At this point, a reduced strength Legio IX Hispana had marched south from Lindum (Lincoln) under Petilius Cerialis but was obviously too late to help at Camulodunum. Likely pushing hard to cut off Boudicca before she reached the Roman administrative capital at Londinium, Cerialis walked into an ambush. IX Hispana, completely overwhelmed and outmanned, was nearly shredded entirely. The infantry was destroyed (likely around 2,000 men), but Cerialis managed to escape with the cavalry. The legion would later be reinforced by men from the Rhine, but for now, one complete legion was out of service, and there was little resistance in the path of Boudicca's march. However, it's possible that the slaughter of the Ninth may have allowed just enough time for Governor Suetonius to gather his forces and offer a unified defense. He arrived at the city before Boudicca, albeit with a drastically smaller force. With about 10,000 men, made up of detachments from Legio XX (later Valeria Victrix), Legio XIV Gemina (later Martia Victrix) and any auxilia he could gather, he approached and considered making a stand at Londinium. However, the city was a poorly fortified center of business and trade, and was ill-suited for making any such stand. Suetonius decided to abandon it taking with him anyone who could fight, while others certainly fled at his departure, leaving many more behind to meet their fate at the hands of the warrior Queen.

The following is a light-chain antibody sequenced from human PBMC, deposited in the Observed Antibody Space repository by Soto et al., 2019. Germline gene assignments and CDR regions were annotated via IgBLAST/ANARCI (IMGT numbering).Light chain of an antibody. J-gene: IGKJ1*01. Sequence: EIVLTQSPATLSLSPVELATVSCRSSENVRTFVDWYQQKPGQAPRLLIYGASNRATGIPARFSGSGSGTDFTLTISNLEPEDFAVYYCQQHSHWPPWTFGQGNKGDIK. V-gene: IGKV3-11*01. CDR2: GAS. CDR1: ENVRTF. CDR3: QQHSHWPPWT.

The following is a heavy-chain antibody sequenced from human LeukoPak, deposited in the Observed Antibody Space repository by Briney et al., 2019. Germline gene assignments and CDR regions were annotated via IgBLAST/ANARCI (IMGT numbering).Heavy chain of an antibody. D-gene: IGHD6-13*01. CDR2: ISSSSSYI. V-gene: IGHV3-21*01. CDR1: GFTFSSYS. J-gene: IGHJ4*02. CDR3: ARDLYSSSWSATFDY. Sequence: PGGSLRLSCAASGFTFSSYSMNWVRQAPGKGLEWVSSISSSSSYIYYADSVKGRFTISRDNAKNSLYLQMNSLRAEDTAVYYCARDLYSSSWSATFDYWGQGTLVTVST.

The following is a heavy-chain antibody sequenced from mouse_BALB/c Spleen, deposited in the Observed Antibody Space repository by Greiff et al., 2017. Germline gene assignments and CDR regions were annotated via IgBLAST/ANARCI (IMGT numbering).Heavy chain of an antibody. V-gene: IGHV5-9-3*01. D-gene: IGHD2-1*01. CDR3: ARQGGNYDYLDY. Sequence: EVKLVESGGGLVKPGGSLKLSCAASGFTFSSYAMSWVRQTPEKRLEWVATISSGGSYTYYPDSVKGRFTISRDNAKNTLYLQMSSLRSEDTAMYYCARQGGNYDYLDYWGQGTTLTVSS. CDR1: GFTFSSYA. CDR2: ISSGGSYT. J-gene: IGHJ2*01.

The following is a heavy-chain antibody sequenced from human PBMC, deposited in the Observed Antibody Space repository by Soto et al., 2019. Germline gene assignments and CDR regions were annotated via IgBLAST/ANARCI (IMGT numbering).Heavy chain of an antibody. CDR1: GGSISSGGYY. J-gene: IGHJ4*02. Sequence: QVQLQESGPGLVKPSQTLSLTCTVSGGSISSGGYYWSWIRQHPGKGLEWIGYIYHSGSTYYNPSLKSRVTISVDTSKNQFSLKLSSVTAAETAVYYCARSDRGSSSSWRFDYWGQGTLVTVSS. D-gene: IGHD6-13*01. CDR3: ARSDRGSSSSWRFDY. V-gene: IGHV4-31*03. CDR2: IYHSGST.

When Boudicca arrived, Londinium suffered largely the same result as Camolodunum, and was razed to the ground. The people were slaughtered and subject to all manner of reciprocal atrocity. The fire that took the city was so hot, that the melted remains formed a recognizable layer of red clay 10 inches thick in places, just below the surface of modern roads. Boudicca, still with her thirst for vengeance unquenched, left the burning wreck of Londinium behind and followed Suetonius towards the town of Verulamium (St. Albans). Again, he saw little opportunity to make an adequate defense and left the town to the enemy (perhaps hoping to buy time for more reinforcements, or to let the barbarians exhaust themselves on plunder) This time however, the inhabitants were well aware of her reputation and fled en masse. Still, Boudicca burned it to the ground just the same, and Tacitus estimates that some 70,000 people had been slaughtered in all between the 3 towns.. Though this is certainly exaggerated, Boudicca had already proved devastating to the fledgling province's ability to administer itself and thrive.